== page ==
Bev. No; think'st thou I'd ruin thee too? I have enough of shame already-My wife! my wife! Wouldst thou believe it, Jarvis? I have
But they are fools. I want him to believe me beggared by him. Bates. And what then? Stuke. Ay, there's the question; but no not seen her all this long night-I, who have matter; at night you may know more. He loved her so, that every hour of absence seemed "waits for me at Wilson's.-I told the women as a gap in life! but other bonds have held where to find him. -Ŏh, I have played the boy! dropping my counters in the stream, and reaching to redeem them, lost myself!
Bates. To what purpose?
Stuke. To save suspicion. It looked friendly, and they thanked me.-Old Jarvis was dispatched to him.
Jar. For pity's sake, sir!—I have no heart to see this change.
Bev. Nor I to bear it-How speaks the world of me, Jarvis?
Bates. And may entreat him homeStuke. No; he expects money from me, but I'll have none. Ilis wife's jewels must go Jar. As of a good man dead-Of one who, Women are easy creatures, and refuse walking in a dream, fell down a precipice. nothing where they love. Follow to Wilson's The world is for sorry you. -Come, sir.
Let drudging fools by honesty grow great;
SCENE I.- A Gaming-house, with a Table,
Beo. Ay, and pities me- Says it not so? But I was born to infamy. I'll tell thee what it says; it calls me villain, a treacherous hus[Exeunt. band, a cruel father, a false brother, one lost to nature and her charities; or, to say all in one short word, it calls me- -gamester. Go to thy mistress-I'll see her presently. Jar. And why not now? Rude people press upon her; loud, bawling creditors; wretches Beo. Why, what a world is this! The slave who know no pity-I met one at the doorthat digs for gold receives his daily pittance, he would have seen my mistress: I wanted and sleeps contented; while those for whom means of present payment, so promised it tohe labours convert their good to mischief, morrow: but others may be pressing, and she making abundance the means of want. What has grief enough already.-Your absence hangs Lad I to do with play? I wanted nothing-too heavy on her.
BEVERLEY discovered sitting.
My wishes and my means were equal. The Bev. Tell her I'll come then. I have a mopoor followed me with blessings, love scattered ment's business.
But what hast thou to do, roses on my pillow, and morning waked me with my distresses? Thy honesty has left thee to delight-Oh, bitter thought, that leads to poor; and age wants comfort. Keep what what I was, by what I am! I would forget thou hast, lest, between thee and the grave, Loth--Who's there? misery steal in. I have a friend shall counsel -This is that friend.
Enter a Waiter.
Stuke. How fares it, Beverley? Honest Mr. Jarvis, well met. That viper, Williams! was it not he that troubled you this morning?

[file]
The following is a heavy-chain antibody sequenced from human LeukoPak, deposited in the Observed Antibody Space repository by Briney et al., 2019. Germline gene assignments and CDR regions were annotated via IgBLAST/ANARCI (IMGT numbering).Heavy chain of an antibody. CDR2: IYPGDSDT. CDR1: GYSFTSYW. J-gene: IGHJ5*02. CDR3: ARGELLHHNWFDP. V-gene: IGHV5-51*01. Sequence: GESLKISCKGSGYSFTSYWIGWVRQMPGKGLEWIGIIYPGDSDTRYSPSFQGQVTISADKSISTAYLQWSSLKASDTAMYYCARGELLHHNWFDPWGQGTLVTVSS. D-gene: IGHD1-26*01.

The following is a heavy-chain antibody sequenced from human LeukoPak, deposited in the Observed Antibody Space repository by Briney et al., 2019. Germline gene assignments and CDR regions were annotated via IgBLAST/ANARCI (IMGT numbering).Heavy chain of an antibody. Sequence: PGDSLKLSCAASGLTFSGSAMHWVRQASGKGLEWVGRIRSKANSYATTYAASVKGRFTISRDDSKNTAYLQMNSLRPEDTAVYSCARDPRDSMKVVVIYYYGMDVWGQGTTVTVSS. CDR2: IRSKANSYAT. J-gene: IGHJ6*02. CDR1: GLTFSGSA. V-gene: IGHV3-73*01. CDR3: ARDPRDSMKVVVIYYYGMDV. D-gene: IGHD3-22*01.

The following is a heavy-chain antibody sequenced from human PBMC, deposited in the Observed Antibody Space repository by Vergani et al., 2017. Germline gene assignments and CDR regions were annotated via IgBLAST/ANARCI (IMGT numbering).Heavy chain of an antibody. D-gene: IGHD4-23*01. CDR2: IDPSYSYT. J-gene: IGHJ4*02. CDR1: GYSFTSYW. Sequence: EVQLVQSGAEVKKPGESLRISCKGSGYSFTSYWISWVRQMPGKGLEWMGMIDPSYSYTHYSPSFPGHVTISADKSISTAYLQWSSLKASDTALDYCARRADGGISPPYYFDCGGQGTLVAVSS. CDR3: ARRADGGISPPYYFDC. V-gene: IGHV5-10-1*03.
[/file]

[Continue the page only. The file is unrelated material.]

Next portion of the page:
Jar. My mistress heard him then; I am sorry that she heard him.
Beo. And Jarvis promised payment.
Stuke. That must not be. Tell him I'll sa- . tisfy him.
Jar. Will you, sir? Heaven will reward you
Jarvis! Why this intrusion?-Your absence for it. had been kinder.
Beo. Generous Stukely! Friendship like
Jar. I came in duty, sir. If it be trouble-yours, had it ability like will, would more than
Bev. It is I would be private-hid even from myself. Who sent you hither?
Jar. One that would persuade you home again. My mistress is not well-her tears told
Bev. Go with thy duty there then-Pr'ythee, be gone-I have no business for thee.
Jar. Yes, sir; to lead you from this place. I am your servant still. Your prosperous fortune blessed my old age: If that has left you, I must not leave you.
balance the wrongs of fortune.
Stuke. You think too kindly of me — Make haste to Williams; his clamours may be rude else. [To Jarcis. Jar. And my master will go home again— Alas! sir, we know of hearts there breaking for his absence. [Exil
Bev. 'Would I were dead! Stuke. Ha! ha ha! Pr'ythee, be a man, and leave dying to disease and old age. Fortune may be ours again; at least we'll try for't. Beo. No; it has fooled us on too far. Beo. Not leave me! Recall past time then; Stuke. Ay, ruined us; and therefore we'll or, through this sea of storms and darkness, sit down contented. These are the despond show me a star to guide me.-But what canst ings of men without money; but let the shinthou? ing ore chink in the pocket, and folly turns Jar. The little that I can I will. You have to wisdom. We are fortune's children-True, been generous to me-I would not offend you, she's a fickle mother; but shall we droop be sir-butcause she's peevish? - No; she has smiles in
store, and these her frowns are meant to bright
Stuke. No matter; I have changed my mind -Leave me to a prison; 'tis the reward of friendship.